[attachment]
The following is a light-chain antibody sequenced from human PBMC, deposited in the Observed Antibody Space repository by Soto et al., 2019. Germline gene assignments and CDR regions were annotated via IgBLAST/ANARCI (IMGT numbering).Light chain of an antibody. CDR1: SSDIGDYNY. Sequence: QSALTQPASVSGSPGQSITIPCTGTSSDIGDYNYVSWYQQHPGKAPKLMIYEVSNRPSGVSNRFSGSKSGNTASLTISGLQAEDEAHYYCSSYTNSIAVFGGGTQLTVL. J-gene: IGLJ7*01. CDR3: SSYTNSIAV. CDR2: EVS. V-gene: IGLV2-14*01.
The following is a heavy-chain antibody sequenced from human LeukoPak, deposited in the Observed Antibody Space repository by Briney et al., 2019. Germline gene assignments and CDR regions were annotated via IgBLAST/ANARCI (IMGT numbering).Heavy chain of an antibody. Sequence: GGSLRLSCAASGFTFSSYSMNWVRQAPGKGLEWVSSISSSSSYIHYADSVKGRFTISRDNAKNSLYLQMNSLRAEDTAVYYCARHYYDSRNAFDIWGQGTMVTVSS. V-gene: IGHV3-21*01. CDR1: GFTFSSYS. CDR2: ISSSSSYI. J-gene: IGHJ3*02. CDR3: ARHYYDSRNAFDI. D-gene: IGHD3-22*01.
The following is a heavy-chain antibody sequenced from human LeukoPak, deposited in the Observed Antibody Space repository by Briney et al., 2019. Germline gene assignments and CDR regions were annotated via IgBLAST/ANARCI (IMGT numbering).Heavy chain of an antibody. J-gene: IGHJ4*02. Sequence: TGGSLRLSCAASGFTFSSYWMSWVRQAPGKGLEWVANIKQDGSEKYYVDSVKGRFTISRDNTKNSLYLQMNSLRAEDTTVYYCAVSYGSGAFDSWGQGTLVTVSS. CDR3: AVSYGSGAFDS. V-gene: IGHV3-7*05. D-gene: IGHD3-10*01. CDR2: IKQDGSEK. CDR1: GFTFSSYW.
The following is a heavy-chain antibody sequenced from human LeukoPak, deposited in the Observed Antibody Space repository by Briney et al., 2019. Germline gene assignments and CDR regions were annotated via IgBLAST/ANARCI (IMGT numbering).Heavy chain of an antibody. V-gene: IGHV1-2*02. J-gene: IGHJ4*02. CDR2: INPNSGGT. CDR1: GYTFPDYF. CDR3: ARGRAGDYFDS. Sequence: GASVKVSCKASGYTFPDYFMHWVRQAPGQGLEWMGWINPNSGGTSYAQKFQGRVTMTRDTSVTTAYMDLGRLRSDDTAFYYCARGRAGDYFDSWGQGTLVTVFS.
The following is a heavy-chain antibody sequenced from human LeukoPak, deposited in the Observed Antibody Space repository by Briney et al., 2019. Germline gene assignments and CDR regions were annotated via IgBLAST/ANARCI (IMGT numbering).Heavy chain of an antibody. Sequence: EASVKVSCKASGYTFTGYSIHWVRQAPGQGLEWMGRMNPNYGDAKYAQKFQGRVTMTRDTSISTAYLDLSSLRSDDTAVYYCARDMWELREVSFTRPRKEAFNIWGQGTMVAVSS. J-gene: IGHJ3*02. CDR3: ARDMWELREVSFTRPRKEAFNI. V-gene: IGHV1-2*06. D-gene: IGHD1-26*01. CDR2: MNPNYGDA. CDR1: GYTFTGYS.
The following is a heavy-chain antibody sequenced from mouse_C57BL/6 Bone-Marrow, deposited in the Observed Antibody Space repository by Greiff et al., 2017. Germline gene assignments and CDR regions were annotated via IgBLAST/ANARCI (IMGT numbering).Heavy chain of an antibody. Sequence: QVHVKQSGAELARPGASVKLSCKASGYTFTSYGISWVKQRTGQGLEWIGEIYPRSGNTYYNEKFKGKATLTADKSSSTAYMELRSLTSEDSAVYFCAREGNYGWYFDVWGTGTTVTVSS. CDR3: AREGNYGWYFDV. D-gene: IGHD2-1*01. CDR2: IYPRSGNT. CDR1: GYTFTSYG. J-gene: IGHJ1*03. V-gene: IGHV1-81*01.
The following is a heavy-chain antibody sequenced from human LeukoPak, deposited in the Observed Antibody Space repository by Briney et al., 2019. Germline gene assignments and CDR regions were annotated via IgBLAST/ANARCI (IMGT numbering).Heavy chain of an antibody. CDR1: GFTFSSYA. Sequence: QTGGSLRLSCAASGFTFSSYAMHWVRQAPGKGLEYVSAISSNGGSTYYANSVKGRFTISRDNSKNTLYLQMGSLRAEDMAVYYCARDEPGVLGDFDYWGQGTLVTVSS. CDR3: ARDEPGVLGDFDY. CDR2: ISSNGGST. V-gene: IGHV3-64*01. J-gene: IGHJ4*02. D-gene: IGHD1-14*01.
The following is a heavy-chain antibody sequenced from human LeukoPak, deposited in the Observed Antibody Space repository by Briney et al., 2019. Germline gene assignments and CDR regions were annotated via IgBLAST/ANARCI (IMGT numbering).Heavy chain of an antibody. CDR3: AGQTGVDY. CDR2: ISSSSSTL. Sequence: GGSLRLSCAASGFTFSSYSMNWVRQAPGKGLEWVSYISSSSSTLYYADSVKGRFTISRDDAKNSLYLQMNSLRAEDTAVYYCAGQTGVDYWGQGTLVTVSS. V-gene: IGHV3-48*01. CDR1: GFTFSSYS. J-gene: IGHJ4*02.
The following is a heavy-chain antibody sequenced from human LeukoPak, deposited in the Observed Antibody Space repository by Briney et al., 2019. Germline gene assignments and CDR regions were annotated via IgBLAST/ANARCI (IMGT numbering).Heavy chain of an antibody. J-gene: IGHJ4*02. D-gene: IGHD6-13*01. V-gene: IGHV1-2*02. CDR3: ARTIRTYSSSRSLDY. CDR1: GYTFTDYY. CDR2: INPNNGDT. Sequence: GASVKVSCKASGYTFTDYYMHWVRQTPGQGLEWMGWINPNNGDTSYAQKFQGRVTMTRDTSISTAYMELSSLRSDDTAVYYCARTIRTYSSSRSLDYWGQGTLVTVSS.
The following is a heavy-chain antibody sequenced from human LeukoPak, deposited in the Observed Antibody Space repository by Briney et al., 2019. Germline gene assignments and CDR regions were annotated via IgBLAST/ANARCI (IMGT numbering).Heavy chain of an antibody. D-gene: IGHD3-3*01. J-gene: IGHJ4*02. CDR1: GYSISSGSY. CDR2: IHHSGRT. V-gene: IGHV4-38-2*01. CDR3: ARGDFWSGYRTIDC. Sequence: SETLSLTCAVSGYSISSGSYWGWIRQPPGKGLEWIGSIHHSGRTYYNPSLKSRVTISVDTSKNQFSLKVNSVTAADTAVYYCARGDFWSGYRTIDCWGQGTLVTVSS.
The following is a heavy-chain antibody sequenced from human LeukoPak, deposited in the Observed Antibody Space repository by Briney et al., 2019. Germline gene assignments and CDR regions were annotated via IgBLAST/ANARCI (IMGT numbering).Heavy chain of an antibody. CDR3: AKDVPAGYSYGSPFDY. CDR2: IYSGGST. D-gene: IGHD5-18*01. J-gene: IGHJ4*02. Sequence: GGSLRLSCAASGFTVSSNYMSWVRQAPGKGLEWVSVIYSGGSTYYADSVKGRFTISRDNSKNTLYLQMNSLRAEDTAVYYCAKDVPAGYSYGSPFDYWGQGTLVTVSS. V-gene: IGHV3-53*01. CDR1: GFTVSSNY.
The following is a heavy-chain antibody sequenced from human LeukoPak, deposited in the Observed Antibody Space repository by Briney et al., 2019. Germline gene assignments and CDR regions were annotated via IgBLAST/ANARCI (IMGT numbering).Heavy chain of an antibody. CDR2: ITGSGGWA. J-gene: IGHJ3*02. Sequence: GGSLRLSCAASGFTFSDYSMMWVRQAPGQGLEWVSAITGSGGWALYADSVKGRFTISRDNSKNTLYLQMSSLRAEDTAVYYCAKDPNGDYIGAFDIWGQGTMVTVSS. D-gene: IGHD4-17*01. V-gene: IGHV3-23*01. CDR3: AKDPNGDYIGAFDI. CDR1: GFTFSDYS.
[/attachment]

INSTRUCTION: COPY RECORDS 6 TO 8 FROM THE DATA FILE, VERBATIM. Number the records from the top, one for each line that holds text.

The following is a heavy-chain antibody sequenced from mouse_C57BL/6 Bone-Marrow, deposited in the Observed Antibody Space repository by Greiff et al., 2017. Germline gene assignments and CDR regions were annotated via IgBLAST/ANARCI (IMGT numbering).Heavy chain of an antibody. Sequence: QVHVKQSGAELARPGASVKLSCKASGYTFTSYGISWVKQRTGQGLEWIGEIYPRSGNTYYNEKFKGKATLTADKSSSTAYMELRSLTSEDSAVYFCAREGNYGWYFDVWGTGTTVTVSS. CDR3: AREGNYGWYFDV. D-gene: IGHD2-1*01. CDR2: IYPRSGNT. CDR1: GYTFTSYG. J-gene: IGHJ1*03. V-gene: IGHV1-81*01.
The following is a heavy-chain antibody sequenced from human LeukoPak, deposited in the Observed Antibody Space repository by Briney et al., 2019. Germline gene assignments and CDR regions were annotated via IgBLAST/ANARCI (IMGT numbering).Heavy chain of an antibody. CDR1: GFTFSSYA. Sequence: QTGGSLRLSCAASGFTFSSYAMHWVRQAPGKGLEYVSAISSNGGSTYYANSVKGRFTISRDNSKNTLYLQMGSLRAEDMAVYYCARDEPGVLGDFDYWGQGTLVTVSS. CDR3: ARDEPGVLGDFDY. CDR2: ISSNGGST. V-gene: IGHV3-64*01. J-gene: IGHJ4*02. D-gene: IGHD1-14*01.
The following is a heavy-chain antibody sequenced from human LeukoPak, deposited in the Observed Antibody Space repository by Briney et al., 2019. Germline gene assignments and CDR regions were annotated via IgBLAST/ANARCI (IMGT numbering).Heavy chain of an antibody. CDR3: AGQTGVDY. CDR2: ISSSSSTL. Sequence: GGSLRLSCAASGFTFSSYSMNWVRQAPGKGLEWVSYISSSSSTLYYADSVKGRFTISRDDAKNSLYLQMNSLRAEDTAVYYCAGQTGVDYWGQGTLVTVSS. V-gene: IGHV3-48*01. CDR1: GFTFSSYS. J-gene: IGHJ4*02.